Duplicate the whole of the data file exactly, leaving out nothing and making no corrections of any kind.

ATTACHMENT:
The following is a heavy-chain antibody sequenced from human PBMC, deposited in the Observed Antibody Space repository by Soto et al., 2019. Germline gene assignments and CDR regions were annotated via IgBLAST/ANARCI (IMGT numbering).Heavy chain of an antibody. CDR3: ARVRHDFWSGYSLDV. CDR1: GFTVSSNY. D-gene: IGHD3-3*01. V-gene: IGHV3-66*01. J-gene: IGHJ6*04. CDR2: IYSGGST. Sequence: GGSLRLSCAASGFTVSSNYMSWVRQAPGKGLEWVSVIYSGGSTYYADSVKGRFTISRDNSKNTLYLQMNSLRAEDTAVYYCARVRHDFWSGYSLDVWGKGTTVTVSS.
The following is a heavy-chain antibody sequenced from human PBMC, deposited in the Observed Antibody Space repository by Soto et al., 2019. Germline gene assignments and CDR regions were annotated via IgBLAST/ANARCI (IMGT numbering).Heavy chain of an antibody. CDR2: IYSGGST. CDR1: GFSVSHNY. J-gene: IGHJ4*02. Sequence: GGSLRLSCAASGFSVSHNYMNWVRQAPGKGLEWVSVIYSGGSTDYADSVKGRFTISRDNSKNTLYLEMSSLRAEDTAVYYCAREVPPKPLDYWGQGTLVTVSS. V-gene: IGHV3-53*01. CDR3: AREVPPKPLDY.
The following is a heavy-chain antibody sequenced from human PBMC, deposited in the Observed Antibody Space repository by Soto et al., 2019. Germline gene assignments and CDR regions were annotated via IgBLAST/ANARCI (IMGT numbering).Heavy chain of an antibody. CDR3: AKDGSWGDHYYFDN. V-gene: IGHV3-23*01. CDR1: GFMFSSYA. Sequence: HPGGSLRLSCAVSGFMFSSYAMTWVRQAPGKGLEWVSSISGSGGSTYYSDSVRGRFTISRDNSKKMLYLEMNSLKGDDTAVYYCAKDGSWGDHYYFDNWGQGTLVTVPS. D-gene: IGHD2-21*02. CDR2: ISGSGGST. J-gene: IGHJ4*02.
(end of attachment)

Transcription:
The following is a heavy-chain antibody sequenced from human PBMC, deposited in the Observed Antibody Space repository by Soto et al., 2019. Germline gene assignments and CDR regions were annotated via IgBLAST/ANARCI (IMGT numbering).Heavy chain of an antibody. CDR3: ARVRHDFWSGYSLDV. CDR1: GFTVSSNY. D-gene: IGHD3-3*01. V-gene: IGHV3-66*01. J-gene: IGHJ6*04. CDR2: IYSGGST. Sequence: GGSLRLSCAASGFTVSSNYMSWVRQAPGKGLEWVSVIYSGGSTYYADSVKGRFTISRDNSKNTLYLQMNSLRAEDTAVYYCARVRHDFWSGYSLDVWGKGTTVTVSS.
The following is a heavy-chain antibody sequenced from human PBMC, deposited in the Observed Antibody Space repository by Soto et al., 2019. Germline gene assignments and CDR regions were annotated via IgBLAST/ANARCI (IMGT numbering).Heavy chain of an antibody. CDR2: IYSGGST. CDR1: GFSVSHNY. J-gene: IGHJ4*02. Sequence: GGSLRLSCAASGFSVSHNYMNWVRQAPGKGLEWVSVIYSGGSTDYADSVKGRFTISRDNSKNTLYLEMSSLRAEDTAVYYCAREVPPKPLDYWGQGTLVTVSS. V-gene: IGHV3-53*01. CDR3: AREVPPKPLDY.
The following is a heavy-chain antibody sequenced from human PBMC, deposited in the Observed Antibody Space repository by Soto et al., 2019. Germline gene assignments and CDR regions were annotated via IgBLAST/ANARCI (IMGT numbering).Heavy chain of an antibody. CDR3: AKDGSWGDHYYFDN. V-gene: IGHV3-23*01. CDR1: GFMFSSYA. Sequence: HPGGSLRLSCAVSGFMFSSYAMTWVRQAPGKGLEWVSSISGSGGSTYYSDSVRGRFTISRDNSKKMLYLEMNSLKGDDTAVYYCAKDGSWGDHYYFDNWGQGTLVTVPS. D-gene: IGHD2-21*02. CDR2: ISGSGGST. J-gene: IGHJ4*02.